As he spoke about his bar fight, George’s tone swung from cavalier to fatherly (from Yeah, I was a bad-ass to Don’t try this). George was a few years older than I was and liked to give me life lessons. Of course, his tone loosened up as he drained the bottle of Jack, cranked up Damn the Torpedoes (“Break down, go ahead and give it to me!”), and the clock ticked toward his assignation with The Nurse.

All of this — the story-telling occasion — is hard to replicate on the page. On the page, tone depends on word choice, word order. Syntax. Rhythm. Sound. If I could voodoo up the verbal equivalent of rock ‘n’ roll, bourbon, and erotic anticipation, I’d be cooking with gas. Elbow mentions “intonation units,” measuring the amount of information a person can absorb at any moment, usually timed to an inhale or an exhale, breath as sense. Reminds me of Alfred Hitchcock — his rule for movie length: a motion picture should never be longer than the human bladder’s capacity for holding its piss.


The night George talked about Jamie, he voiced a particular version of himself, perhaps for his entertainment as well as mine, but also, in his fatherly mode, as a way of instructing me about the wages of drunkenness and foolish infatuation. What I remember about the spoken version of the story is a hum of embarrassment beneath a boastful scrim: I knocked that asshole clear into the next county but then I turned to look at Jamie and Good Lord, that woman was foul, what was I thinking?

By contrast, the written account was forgiving. Self-justifying. Of course I got drunk. Look what that woman had done to me. But seriously, she was fine! With only himself for company, George was gentler with the man in the mirror.

Which account was history? Myth?

And my role as hearer? As reader? On reflection (that is, as I write this) it seems to me now that George’s drinking that night had to do with me, with the fact that I’d asked him for a story about his bad behavior, and that, as an older man, a man looking out for me, he felt conflicted about that. How would he pitch his persona? If he played the fool — for laughs, for the sake of imparting bitter wisdom — would he diminish himself in my eyes? Would our friendship suffer?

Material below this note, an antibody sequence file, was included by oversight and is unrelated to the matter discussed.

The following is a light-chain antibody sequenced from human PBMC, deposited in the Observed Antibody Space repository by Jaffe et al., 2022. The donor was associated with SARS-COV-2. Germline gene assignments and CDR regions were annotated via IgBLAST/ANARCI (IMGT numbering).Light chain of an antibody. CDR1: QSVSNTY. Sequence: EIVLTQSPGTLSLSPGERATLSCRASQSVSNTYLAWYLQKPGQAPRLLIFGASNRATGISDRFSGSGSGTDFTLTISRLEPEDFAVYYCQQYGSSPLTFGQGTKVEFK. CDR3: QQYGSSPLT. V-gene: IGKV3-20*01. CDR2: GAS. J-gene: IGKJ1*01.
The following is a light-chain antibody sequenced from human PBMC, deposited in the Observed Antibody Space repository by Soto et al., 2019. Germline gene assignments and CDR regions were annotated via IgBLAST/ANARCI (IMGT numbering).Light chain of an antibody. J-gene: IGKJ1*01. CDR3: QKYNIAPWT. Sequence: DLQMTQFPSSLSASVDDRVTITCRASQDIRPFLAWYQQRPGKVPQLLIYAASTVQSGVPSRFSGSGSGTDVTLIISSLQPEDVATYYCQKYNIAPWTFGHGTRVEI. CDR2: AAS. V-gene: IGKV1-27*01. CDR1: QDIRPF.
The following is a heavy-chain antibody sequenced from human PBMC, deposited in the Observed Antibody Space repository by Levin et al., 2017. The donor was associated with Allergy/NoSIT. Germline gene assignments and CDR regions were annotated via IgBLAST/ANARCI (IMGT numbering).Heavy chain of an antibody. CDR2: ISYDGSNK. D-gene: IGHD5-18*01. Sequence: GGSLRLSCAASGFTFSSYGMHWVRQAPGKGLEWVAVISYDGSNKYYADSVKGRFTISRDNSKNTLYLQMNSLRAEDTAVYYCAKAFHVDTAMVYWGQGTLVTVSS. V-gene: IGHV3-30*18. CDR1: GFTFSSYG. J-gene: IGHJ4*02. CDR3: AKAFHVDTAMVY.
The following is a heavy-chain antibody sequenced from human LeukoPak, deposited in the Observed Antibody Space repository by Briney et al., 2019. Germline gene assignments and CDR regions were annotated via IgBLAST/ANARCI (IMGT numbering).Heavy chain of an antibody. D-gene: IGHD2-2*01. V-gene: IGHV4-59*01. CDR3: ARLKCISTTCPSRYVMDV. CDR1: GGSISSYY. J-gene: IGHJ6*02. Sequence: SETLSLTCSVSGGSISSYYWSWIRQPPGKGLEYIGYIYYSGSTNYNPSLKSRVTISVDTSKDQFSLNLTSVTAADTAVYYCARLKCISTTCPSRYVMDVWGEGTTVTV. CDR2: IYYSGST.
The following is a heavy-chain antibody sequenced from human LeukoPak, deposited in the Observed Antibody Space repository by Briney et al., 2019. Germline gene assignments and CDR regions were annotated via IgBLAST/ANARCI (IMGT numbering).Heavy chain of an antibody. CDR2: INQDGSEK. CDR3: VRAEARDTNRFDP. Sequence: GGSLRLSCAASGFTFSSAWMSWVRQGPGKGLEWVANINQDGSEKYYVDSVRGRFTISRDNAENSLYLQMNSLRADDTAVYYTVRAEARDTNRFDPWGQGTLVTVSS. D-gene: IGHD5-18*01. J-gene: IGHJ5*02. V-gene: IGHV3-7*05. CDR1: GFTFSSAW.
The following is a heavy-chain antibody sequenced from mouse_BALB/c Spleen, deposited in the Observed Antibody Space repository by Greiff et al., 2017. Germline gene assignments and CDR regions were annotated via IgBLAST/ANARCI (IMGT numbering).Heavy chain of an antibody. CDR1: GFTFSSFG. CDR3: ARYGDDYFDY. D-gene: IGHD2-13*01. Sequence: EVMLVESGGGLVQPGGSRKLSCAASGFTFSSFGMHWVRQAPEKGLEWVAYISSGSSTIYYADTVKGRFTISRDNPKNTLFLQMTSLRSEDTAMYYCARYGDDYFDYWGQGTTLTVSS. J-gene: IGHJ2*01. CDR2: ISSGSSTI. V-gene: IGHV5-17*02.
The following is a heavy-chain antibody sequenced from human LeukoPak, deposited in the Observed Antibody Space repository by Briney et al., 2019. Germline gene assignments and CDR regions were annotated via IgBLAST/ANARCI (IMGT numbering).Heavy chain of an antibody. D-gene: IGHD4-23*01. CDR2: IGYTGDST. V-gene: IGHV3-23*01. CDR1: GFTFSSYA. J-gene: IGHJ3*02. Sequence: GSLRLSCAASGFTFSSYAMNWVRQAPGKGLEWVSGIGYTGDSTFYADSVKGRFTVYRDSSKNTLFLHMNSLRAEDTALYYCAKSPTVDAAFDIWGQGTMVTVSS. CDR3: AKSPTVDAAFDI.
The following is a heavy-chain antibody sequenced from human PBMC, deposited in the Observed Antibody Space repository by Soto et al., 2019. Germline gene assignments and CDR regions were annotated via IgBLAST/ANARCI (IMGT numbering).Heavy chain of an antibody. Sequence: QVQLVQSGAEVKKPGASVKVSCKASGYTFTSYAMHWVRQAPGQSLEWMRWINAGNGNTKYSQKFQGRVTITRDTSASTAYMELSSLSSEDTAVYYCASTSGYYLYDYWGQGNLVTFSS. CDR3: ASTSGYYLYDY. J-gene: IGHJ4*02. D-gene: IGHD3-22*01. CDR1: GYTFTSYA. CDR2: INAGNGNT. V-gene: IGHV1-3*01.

Alone, George was closer to talking to himself. To what degree that admitted more honesty, only he knew.


The profoundest knowledge, says Peter Elbow, is the “linguistic knowledge that’s in the body.” The body that speaks, whose words are lost to time. The body that forgets. And dies.


When it came time for George to meet The Nurse, he saw me to the door (following me, on his way up the wooden staircase in the hallway, with a fresh bottle of Jack in his hand). I walked back down the moonless street past the Kwik-Lube and the E-Z Mart. Above me, hydrogen was turning into helium. In the store’s parking lot I noticed two medics loading a stretcher into the back of an ambulance. On it was an unconscious woman. Young. Black. From a distance, I watched a cop interrogate a drunk white dude sitting on the curb in front of the store, next to an old yellow Mustang. Its driver’s side door hung open. I gathered he had pulled into the parking lot too fast and struck the woman, who was now speeding toward the hospital down the street.

It occurred to me: The Nurse might get paged for emergency duty. Abandoned, George could return to his apartment, give me a call, and finish his story for me.

The young man referred to his car as “the beater.” “I’ve driven this ol’ beater for years. I knew what I’s doin’. Trust me, man.” The cop called the Mustang “the vehicle.” “Isn’t it the case that you were operating the vehicle at an excessive rate of speed?” Writing-gear speech (Elbow calls it), nowhere near the young man’s universe of discourse. What could these guys possibly say to each other?

And the woman? Let’s call her Jamie. I’ll wager that, no matter what was said or written that night on the policeman’s pad in the parking lot, neither the cop nor the driver of the beater would remember her later. Not nearly well enough.

And so, while George and The Nurse have at it (God bless you, man, have yourself a ball), and E and Z flicker mutely at the sky, let’s try to stop time, to organize and preserve our thoughts. Just for a moment. A spot, as Wordsworth would have it. No speech. No scribbled testimonies.

Silence. (Is it possible to write silence?)

Here’s to Jamie.


Tracy Daugherty’s biography of Joan Didion, The Last Love Song, will be published next year by St. Martin’s.